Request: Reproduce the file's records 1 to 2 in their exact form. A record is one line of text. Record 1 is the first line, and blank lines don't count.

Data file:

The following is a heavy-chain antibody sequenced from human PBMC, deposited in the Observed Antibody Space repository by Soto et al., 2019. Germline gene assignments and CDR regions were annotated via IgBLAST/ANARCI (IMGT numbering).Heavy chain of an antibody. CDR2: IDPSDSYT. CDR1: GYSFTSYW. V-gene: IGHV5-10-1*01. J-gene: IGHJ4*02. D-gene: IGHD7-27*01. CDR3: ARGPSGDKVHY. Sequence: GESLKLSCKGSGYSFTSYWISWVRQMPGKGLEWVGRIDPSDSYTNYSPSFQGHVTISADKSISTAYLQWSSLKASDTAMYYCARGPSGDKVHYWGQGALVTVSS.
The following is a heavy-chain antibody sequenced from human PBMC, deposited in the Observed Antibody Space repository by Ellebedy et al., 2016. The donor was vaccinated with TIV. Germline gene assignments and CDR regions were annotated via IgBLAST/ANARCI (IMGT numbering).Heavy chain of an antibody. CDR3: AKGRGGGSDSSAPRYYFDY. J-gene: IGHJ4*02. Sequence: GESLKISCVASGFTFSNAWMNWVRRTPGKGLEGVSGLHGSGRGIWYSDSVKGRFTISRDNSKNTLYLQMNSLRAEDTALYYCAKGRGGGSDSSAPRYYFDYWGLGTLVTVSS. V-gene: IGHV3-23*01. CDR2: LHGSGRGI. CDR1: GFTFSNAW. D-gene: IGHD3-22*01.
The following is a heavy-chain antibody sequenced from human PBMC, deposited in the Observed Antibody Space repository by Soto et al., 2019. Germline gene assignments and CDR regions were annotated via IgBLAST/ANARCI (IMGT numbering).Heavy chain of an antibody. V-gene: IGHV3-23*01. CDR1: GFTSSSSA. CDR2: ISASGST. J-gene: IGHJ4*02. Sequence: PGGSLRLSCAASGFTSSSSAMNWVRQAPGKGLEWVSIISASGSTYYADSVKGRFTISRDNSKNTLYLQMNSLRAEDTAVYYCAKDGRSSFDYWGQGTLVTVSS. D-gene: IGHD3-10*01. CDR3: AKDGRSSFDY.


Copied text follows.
The following is a heavy-chain antibody sequenced from human PBMC, deposited in the Observed Antibody Space repository by Soto et al., 2019. Germline gene assignments and CDR regions were annotated via IgBLAST/ANARCI (IMGT numbering).Heavy chain of an antibody. CDR2: IDPSDSYT. CDR1: GYSFTSYW. V-gene: IGHV5-10-1*01. J-gene: IGHJ4*02. D-gene: IGHD7-27*01. CDR3: ARGPSGDKVHY. Sequence: GESLKLSCKGSGYSFTSYWISWVRQMPGKGLEWVGRIDPSDSYTNYSPSFQGHVTISADKSISTAYLQWSSLKASDTAMYYCARGPSGDKVHYWGQGALVTVSS.
The following is a heavy-chain antibody sequenced from human PBMC, deposited in the Observed Antibody Space repository by Ellebedy et al., 2016. The donor was vaccinated with TIV. Germline gene assignments and CDR regions were annotated via IgBLAST/ANARCI (IMGT numbering).Heavy chain of an antibody. CDR3: AKGRGGGSDSSAPRYYFDY. J-gene: IGHJ4*02. Sequence: GESLKISCVASGFTFSNAWMNWVRRTPGKGLEGVSGLHGSGRGIWYSDSVKGRFTISRDNSKNTLYLQMNSLRAEDTALYYCAKGRGGGSDSSAPRYYFDYWGLGTLVTVSS. V-gene: IGHV3-23*01. CDR2: LHGSGRGI. CDR1: GFTFSNAW. D-gene: IGHD3-22*01.